Tuesday, May 25, 2010
If the spirit moves you:
My Saturday evening can be best described by the following exchange Joshua and I shared on the way home from the night's festivities.
Me: That woman you were dancing with who was really a man seemed kinda possessive. I mean, when I tried to cut in, he/she gave me a NASTY glare.
Him: Yeah. I don't think she was there for just, you know, "fun". She, I mean, he, was in it for the long haul, if you know what I'm sayin'.
And that, ladies and gentlemen, is really all that needs to be said about Johnny's Hideaway. However, for the uninitiated, the short story on Johnny's is this-about thirty years ago, Johnny's opened up in an Atlanta strip mall, and with its parquet dance floor, disco ball, and lounge lizard lighting, quickly became known among a certain crowd as one of the city's best places to dance. And by "certain crowd", what I really mean is: a group of Johnny's fans so motley you would most definitely not be able to pick them out of a police line-up. Except for the really tan 70-something with the home-permed hairpiece. You'd know that guy was a Johnny's regular.
But first, a couple of things to get out of the way: Johnny's is not cool in the way that Halo is cool, or the way that it's cool to have drinks with the fancy people at the St. Regis Hotel. I know this, so don't feel like you have to tell me. Those places are so cool that by the time I finish this entry, they probably won't be cool anymore. Not so with Johnny's, a destination whose appeal seems predicated on its not trying to win you over. Johnny's doesn't need your validation. It doesn't bend to the hipsters and their cruel cultural whims. Leave the facelifts to the clientele; Johnny's is just pleased to offer you a hamburger steak and vodka tonic served with a nice mixed grill of Shania Twain/Bon Jovi/Blondie/Show Tunes. Really-the music selection is random, but so right--in fact, there was only one song I couldn't dance to, not because it wasn't a good song, but because it represented an event so infuriating that I have vowed to never enjoy said song again. And I'm not saying what it is, because I wouldn't want to ruin that song for you. Yes, I am a giver. My point is, though, in Nightclub Land, where most establishments peter out and die in three years, Johnny's Hideaway stands alone. It hasn't even changed loafers.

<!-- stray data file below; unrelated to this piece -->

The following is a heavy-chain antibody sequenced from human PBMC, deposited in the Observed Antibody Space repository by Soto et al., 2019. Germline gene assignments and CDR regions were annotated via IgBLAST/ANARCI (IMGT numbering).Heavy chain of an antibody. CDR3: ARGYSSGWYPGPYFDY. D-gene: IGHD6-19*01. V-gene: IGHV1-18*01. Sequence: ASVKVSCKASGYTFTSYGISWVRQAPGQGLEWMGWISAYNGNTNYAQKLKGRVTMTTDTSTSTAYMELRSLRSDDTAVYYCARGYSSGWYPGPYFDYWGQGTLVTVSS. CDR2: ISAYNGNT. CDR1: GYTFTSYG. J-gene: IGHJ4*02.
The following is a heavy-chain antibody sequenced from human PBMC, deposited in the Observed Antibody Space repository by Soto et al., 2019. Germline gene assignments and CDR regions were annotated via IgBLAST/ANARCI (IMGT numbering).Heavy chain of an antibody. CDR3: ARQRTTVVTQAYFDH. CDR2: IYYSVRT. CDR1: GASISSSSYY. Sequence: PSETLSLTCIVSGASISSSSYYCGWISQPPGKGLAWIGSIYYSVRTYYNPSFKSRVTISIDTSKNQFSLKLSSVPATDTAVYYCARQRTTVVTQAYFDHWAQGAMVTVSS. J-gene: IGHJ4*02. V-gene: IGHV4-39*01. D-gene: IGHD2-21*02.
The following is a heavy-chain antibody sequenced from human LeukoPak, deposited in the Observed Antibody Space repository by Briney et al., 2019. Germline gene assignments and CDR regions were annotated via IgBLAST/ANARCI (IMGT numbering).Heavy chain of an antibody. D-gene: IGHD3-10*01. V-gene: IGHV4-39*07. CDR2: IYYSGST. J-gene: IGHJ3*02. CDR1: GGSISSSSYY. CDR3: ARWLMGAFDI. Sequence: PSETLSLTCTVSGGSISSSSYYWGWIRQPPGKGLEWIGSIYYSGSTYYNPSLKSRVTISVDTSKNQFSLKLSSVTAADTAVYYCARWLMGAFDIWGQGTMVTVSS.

How did we end up there, you ask? Well, I guess you could say we needed to blow off some steam; throw cool and caution to the wind, stay out all night, etcetera. I mean, with the year we've had, we needed a grand gesture. A nice big Barbara Streisand-life's-juicy-and-the-sun's-a-ball-of-butter moment. Our fun crisis could not be solved with the usual dinner and a movie. It required a greater level of recklessness, even, than a major thrift store shopping event wherein we purchase our weight in polyester and polish off a dozen donuts. We needed a melody. We needed to shake our groove thangs to the tune of Not Giving Up. And, dear readers, what better place to shake it than Johnny's Hideaway, a refuge for the longing souls out there who still, after all these years and botched plastic surgeries, not only still believe in love, but believe they'll find it at the Hideaway?
So we gathered some friends and made a night of it, starting things off at the Buckhead Diner, where I ordered homemade potato chips with melted Maytag Blue Cheese, and a BLT: the perfect pre-cursor to a night of dancing my brains out. I am an eater who follows theme-for instance, Joshua's choice of seared tuna felt all wrong nestled up next to the smoke and faux-Vegas glitz of Johnny's. Seared tuna is what you eat before attending a gallery opening or round-table salon on Spanx and the Modern Woman. Sorry honey, but you know I'm right. In fact, if I had to do the dinner portion again I probably would have saved room for the banana cream pie, and added a tater-tot-and-pimiento-cheese-shooter. Have I mentioned that I was in sequins?
At first, not everybody was feeling the scene at Johnny's, and we did have some bailers. Which I understand...it can be somewhat disconcerting to walk into a nightclub and see your mother's best friend and the man-child that mows your lawn locked in the kind of embrace that puts Harlequin book-covers to shame. And yes, it must be said, the joint does have a definite cougar vibe. To be clear, though, there were plenty of younger women looking for older men with deep pockets, along with a handful of middle-aged couples dancing like overly-modest teenagers. Actually, the crowd at Johnny's was pretty diverse. I won't go as far as to call it the United Nations of Dance, but there was a five-foot tall Indian man who was in it to win it. In the end, though, I suppose Johnny's is not for everybody. If the thought of Orville Redenbacher popping it like Michael Jackson weirds you out, then you're better off staying home. But if head-banging to Living on A Prayer with a couple twenty-something chiropractors from South Carolina sounds like your cup of tea, then, you've found your perfect Hideaway.
One last thing-if you go, watch out for the woman with the wool newsboy cap and SEVERAL jauntily-tied scarves who specializes in the following dance moves: Running Man, Roger Rabbit, and Dramatic Whipping Around of Hair. She is best enjoyed from a distance--what with her flailing appendages and hair acrobatics. All I'm saying is, I whipped hair with her for less than two minutes and I could not move my neck on Sunday. And yet, in all my gyrations, I'd managed to dislodge a frozen grinch-like chunk of my heart, a part that was tired and scared and broken-down. The icy rock of uncertainty. I really think I exercised it out, dancing with my eyes closed. For someone like me, who doesn't dance to catch a man or even burn calories, dancing is about feeling the wind in my hair, moving the plot forward. You could call it liturgical movement; I prefer spirituality in sequins. Dry bones, be gone.